containing less than 0.5% by weight of a compound of Formula VIII wherein n is as defined above and less than 20 ppm of an anion of a mineral acid in combination with a pharmaceutically acceptable carrier wherein the carrier does not promote the formation of a lactam of formula VIII. ( Id. at 00176). In the same filing, Warner-Lambert distinguished U.S. Patent No. 4,894,476 ("the Butler patent") as not recognizing "the need for a stable lactam-free gabapentin product" and, instead, teaching the use of additives that would result in an "unstable product." ( Id. at 00179-80). In a November 1995 Office Action, the patent examiner rejected claim 21 as anticipated and, alternatively, unpatentably obvious in light of prior art. ( Id. at 00185-87). Warner-Lambert responded that it had "provided support in the specification ... that only certain adjuvants can be used in preparing a stable pharmaceutical preparation" because some "common adjuvants actually promote lactam formation." ( Id. at 00200).
In further response to the November 1995 Office Action and a July 1996 examiner interview, Warner- Lambert submitted declarations of named inventors. The declaration of Uwe Gebhardt stated that "without knowledge of the teaching of the present invention, the list of excipients suggested by Satzinger would result in an unstable product containing at least one excipient promoting instability concerning the lactam content." ( Id. at 00211) (emphasis in original). In November 1996, the examiner issued a "final" rejection of Warner-Lambert's claims 1, 6, 7, and 21-23 under 35 U.S.C. s. 103 as unpatentable over prior art. ( Id. at 000249-55). Warner-Lambert responded by filing an amendment that replaced claim 21 with new claim 24. New claim 24, which ultimately became claim 7 of the '482 patent, described a gabapentin composition "consisting essentially of" the "one or more pharmaceutically acceptable adjuvants that do not promote conversion of more than 0.2% by weight of the gabapentin to its corresponding lactam form" when stored for one year under specified atmospheric conditions. ( Id. at 00258). Still more rejections based on prior art followed.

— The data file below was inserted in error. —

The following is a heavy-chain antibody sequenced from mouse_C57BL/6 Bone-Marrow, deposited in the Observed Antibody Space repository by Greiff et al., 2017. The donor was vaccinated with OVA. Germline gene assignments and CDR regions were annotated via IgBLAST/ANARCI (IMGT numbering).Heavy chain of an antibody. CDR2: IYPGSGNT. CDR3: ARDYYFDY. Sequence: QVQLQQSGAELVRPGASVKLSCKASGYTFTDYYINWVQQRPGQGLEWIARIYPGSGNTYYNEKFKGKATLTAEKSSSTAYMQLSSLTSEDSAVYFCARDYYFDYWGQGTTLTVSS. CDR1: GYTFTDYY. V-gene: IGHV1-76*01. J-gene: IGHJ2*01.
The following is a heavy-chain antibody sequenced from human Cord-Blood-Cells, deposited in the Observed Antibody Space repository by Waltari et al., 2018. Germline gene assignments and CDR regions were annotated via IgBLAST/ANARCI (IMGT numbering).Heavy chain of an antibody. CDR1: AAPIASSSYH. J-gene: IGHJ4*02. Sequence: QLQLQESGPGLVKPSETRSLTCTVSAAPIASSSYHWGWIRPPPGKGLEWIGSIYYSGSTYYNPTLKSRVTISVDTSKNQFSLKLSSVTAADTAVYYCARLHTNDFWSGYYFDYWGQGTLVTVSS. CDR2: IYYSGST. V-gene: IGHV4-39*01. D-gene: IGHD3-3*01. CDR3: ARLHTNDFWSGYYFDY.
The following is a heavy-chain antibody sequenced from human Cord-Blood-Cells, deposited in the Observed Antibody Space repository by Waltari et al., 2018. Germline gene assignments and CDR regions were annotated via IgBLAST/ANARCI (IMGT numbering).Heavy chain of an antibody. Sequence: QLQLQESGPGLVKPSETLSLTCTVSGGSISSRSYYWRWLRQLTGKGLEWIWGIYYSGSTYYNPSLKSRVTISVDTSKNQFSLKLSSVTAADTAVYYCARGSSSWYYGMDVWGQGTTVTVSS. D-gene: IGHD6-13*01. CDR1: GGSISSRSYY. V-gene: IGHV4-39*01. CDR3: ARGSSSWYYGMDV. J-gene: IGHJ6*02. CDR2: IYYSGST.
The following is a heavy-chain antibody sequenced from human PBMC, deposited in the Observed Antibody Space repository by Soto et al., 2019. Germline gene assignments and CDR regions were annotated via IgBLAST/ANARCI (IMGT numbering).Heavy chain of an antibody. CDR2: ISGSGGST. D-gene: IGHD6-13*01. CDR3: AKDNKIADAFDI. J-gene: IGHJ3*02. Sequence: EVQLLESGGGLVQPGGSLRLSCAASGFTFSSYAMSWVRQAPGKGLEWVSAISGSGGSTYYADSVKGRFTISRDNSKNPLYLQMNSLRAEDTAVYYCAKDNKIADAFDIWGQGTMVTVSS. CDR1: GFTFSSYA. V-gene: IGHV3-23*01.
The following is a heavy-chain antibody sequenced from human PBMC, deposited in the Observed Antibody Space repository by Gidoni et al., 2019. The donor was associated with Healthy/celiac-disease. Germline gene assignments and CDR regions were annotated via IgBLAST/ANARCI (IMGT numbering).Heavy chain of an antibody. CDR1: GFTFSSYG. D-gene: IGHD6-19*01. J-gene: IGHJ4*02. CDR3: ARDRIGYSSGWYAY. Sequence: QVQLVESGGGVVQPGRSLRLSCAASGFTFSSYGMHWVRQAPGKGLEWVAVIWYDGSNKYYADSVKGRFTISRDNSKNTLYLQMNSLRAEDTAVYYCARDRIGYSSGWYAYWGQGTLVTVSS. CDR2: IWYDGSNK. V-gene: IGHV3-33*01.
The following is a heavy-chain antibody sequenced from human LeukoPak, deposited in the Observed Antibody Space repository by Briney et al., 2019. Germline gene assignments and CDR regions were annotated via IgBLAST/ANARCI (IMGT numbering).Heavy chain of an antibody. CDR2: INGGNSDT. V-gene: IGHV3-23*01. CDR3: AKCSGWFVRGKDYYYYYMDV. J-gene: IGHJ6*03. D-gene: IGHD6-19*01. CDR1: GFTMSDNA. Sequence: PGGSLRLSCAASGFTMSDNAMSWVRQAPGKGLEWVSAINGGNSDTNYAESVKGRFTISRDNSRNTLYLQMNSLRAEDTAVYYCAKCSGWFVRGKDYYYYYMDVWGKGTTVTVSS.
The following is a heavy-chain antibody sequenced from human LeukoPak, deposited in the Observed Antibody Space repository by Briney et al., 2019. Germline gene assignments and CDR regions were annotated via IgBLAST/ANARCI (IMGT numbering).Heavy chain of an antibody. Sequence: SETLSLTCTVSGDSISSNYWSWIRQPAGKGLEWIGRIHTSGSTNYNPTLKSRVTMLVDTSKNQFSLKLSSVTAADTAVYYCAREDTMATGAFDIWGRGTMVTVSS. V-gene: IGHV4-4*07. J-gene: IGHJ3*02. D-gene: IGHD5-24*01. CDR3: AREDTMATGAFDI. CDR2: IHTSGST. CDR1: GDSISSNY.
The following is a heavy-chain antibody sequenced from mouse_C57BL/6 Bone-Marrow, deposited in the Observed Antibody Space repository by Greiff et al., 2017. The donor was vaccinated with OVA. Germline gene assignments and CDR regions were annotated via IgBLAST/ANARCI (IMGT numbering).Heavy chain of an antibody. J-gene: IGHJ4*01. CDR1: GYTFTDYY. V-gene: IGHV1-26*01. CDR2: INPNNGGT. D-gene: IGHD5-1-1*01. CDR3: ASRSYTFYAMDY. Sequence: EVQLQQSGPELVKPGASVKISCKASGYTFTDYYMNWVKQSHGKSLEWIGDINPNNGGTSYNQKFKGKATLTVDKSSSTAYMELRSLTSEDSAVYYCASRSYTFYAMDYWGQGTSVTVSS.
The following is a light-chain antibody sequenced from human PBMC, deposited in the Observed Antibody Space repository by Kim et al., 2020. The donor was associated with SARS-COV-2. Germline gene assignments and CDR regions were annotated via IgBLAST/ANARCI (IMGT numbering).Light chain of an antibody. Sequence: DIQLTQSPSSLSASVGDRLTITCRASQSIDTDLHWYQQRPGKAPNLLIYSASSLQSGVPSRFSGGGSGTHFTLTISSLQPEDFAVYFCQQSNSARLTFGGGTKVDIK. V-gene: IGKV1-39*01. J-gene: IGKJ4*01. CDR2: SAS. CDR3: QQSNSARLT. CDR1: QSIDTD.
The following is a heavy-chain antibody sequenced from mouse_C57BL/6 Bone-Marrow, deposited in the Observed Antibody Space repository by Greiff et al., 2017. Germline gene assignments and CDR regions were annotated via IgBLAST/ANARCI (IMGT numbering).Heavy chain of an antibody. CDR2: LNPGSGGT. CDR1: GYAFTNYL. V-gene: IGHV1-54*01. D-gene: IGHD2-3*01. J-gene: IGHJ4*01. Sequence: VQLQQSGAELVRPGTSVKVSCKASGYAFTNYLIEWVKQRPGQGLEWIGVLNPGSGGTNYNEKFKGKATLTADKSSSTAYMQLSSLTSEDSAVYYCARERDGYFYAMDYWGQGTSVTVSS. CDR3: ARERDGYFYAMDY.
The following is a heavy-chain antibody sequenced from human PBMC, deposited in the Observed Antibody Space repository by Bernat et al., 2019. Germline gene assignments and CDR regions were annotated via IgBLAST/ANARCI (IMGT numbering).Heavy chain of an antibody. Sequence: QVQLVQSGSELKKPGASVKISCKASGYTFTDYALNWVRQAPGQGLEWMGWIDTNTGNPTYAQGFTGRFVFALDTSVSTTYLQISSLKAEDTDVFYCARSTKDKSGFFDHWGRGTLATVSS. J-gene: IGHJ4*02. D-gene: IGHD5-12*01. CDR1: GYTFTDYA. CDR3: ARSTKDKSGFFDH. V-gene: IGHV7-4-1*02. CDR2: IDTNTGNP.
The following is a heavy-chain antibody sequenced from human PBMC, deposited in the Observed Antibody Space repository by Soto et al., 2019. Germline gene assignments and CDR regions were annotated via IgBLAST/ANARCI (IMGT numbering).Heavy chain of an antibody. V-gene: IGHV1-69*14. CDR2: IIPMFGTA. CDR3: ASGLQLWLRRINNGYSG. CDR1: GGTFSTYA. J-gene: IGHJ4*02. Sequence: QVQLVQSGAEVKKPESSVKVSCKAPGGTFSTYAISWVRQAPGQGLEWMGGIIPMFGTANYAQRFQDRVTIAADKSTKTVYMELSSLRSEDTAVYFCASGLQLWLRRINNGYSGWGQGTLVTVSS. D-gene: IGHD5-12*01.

A January 1998 Office Action again prompted Warner-Lambert to distinguish its gabapentin formulation from prior art on the basis of certain adjuvants. In a December 9, 1999 Second Submission After Final Rejection, Warner-Lambert focused on the specific elements of Claim 24, and noted that it required three things:
The GABAPENTIN in the solid dosage form must have a low level of lactam, i.e., less than 0.5%;
The GABAPENTIN used to prepare the solid dosage form must have a low level of mineral acid as
measured by mineral acid anion, i.e., less than 20 parts per million; and
3. The composition must be formulated with an excipient that does not catalyze the formation of GABAPENTIN lactam, i.e., no more than 0.2% over one year at 25 (deg.)C.
(Pros. Hist. at 00308). Warner-Lambert further emphasized that "all three claim limitations must be considered as a whole." ( Id.). As to prior art, Warner-Lambert noted that "[o]ut of the universe of available adjuvants, one must select particular ones, and avoid others. Applicants submit that there is nothing in the prior art that suggests that better stability will result from selecting those particular adjuvants." ( Id. at 00291). It further pointed out that while it might have been obvious to try an adjuvant from Butler that works, "it would not have been obvious how to obtain a stable pharmaceutical formulation each and every time since Butler provides no guidance as to which excipients to use." (Pros. Hist. at 00313). A December 1999 declaration of Friedrich Trondlin, submitted in support of Warner-Lambert's filing, similarly explained that